The energy of the Sun comes from nuclear fusion in which hydrogen atoms combine to form helium and in the process release a tremendous amount of energy. Oddly, there is not enough pressure in the Sun to cause the fusion directly. If there were, most of the fusion would occur fairly rapidly as it does in more massive stars, instead of over the billions of years of our Sun's "main sequence".
The fusion in the Sun occurs because of a rare effect called "quantum tunneling". In this process, fusion takes several separate steps to form helium and release energy. During the process of making a helium atom, about 0.7% of the original hydrogen is converted from matter to energy.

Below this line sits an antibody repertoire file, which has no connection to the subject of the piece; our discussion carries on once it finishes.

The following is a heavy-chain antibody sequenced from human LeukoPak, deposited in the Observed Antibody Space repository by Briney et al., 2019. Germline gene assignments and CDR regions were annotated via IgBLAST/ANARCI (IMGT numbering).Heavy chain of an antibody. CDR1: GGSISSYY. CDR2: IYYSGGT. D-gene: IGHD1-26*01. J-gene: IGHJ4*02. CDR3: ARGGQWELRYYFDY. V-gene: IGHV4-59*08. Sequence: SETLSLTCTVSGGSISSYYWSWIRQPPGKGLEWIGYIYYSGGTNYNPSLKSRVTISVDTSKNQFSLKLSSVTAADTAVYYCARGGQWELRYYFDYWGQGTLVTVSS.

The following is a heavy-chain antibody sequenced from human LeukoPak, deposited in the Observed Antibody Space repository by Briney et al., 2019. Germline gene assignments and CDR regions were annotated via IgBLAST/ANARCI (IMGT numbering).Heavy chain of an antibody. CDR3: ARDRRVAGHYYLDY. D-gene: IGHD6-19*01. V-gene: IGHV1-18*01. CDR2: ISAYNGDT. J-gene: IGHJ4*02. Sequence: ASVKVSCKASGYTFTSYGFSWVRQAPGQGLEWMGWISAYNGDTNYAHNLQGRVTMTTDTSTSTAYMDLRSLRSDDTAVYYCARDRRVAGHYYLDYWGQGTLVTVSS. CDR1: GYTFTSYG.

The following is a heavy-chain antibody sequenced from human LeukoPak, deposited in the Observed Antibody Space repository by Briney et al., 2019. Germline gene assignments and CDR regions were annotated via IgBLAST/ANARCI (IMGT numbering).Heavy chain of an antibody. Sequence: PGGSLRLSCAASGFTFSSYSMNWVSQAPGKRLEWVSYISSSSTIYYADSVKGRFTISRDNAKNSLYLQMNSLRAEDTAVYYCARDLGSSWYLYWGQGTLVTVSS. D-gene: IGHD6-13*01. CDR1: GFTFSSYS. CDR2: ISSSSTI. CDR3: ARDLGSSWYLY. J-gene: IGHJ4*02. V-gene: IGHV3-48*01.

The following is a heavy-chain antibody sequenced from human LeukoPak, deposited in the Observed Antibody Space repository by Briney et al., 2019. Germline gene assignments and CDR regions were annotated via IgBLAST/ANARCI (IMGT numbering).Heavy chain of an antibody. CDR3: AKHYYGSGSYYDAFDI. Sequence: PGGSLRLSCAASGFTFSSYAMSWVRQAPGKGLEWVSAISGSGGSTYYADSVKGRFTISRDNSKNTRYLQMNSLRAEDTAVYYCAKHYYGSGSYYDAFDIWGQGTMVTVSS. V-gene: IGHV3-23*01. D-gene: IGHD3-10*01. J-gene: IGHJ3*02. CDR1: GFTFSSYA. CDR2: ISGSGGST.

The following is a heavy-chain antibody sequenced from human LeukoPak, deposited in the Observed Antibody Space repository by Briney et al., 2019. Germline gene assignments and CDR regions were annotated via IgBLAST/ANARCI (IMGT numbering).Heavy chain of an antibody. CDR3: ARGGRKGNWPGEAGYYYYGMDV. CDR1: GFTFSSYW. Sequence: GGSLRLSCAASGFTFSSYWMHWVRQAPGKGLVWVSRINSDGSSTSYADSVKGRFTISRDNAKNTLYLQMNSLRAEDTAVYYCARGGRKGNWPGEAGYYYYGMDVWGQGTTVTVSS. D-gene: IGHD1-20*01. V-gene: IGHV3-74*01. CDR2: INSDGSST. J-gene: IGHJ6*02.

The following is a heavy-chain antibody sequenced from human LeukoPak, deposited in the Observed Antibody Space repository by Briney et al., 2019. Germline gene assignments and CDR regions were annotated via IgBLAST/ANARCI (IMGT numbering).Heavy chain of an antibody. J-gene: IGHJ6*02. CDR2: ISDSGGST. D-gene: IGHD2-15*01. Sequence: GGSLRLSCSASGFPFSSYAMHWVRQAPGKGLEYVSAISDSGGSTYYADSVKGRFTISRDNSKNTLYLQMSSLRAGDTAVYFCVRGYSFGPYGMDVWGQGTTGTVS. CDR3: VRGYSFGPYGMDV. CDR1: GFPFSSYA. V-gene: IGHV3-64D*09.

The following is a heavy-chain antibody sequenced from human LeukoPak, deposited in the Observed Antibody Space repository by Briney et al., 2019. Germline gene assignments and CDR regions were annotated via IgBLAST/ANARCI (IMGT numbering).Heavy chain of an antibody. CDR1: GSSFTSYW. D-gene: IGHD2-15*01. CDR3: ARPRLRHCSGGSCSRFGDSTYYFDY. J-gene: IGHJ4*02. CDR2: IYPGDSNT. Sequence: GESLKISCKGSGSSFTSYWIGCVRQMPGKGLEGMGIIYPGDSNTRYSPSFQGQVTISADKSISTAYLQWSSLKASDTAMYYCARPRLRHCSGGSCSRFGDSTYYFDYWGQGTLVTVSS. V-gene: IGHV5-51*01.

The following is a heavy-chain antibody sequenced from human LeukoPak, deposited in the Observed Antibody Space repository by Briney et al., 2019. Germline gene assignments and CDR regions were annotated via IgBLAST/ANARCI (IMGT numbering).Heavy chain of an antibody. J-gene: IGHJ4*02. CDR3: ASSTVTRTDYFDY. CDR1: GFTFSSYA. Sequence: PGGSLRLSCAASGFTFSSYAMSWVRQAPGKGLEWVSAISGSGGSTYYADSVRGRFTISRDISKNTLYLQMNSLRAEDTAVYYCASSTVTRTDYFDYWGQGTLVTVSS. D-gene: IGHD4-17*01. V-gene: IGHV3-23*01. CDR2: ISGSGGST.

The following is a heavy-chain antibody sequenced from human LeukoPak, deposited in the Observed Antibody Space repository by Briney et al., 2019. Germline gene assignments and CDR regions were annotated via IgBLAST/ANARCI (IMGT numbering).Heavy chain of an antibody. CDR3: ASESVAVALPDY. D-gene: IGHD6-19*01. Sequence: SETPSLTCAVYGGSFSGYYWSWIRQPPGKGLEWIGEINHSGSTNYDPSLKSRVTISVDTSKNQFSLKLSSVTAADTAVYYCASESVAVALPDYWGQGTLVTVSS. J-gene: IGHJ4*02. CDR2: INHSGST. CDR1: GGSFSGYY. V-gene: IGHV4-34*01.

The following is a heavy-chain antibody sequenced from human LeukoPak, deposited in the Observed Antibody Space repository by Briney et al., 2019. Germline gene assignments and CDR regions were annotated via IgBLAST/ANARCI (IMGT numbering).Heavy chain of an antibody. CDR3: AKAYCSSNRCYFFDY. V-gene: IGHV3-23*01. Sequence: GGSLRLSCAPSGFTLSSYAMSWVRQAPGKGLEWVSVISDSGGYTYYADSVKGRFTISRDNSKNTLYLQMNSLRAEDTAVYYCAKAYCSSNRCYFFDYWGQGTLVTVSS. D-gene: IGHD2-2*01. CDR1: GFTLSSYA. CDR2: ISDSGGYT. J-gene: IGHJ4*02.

In the Sun, even though quantum tunneling occurs extremely rarely to atoms, there are so many atoms that more than four million metric tons of hydrogen is converted to energy each second. Even at this rate, over the Sun's 4.57 billion year lifetime, only around 100 Earth-masses of matter have been converted into energy leaving about 332,900 Earth-masses remaining.
Quantum tunneling is so rare that far less energy is produced per kilogram of matter in the Sun than heat produced per kilogram in human bodies by chemical means. But the sun is extremely massive and the total energy production is immense.